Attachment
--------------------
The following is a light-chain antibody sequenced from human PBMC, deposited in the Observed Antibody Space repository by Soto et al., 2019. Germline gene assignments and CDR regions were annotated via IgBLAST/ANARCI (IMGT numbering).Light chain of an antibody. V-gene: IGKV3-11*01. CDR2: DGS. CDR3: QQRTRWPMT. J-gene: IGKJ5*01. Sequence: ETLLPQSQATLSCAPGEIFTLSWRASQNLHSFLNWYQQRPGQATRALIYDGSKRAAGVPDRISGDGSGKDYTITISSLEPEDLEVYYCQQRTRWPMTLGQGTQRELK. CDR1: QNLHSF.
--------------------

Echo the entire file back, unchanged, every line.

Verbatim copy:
The following is a light-chain antibody sequenced from human PBMC, deposited in the Observed Antibody Space repository by Soto et al., 2019. Germline gene assignments and CDR regions were annotated via IgBLAST/ANARCI (IMGT numbering).Light chain of an antibody. V-gene: IGKV3-11*01. CDR2: DGS. CDR3: QQRTRWPMT. J-gene: IGKJ5*01. Sequence: ETLLPQSQATLSCAPGEIFTLSWRASQNLHSFLNWYQQRPGQATRALIYDGSKRAAGVPDRISGDGSGKDYTITISSLEPEDLEVYYCQQRTRWPMTLGQGTQRELK. CDR1: QNLHSF.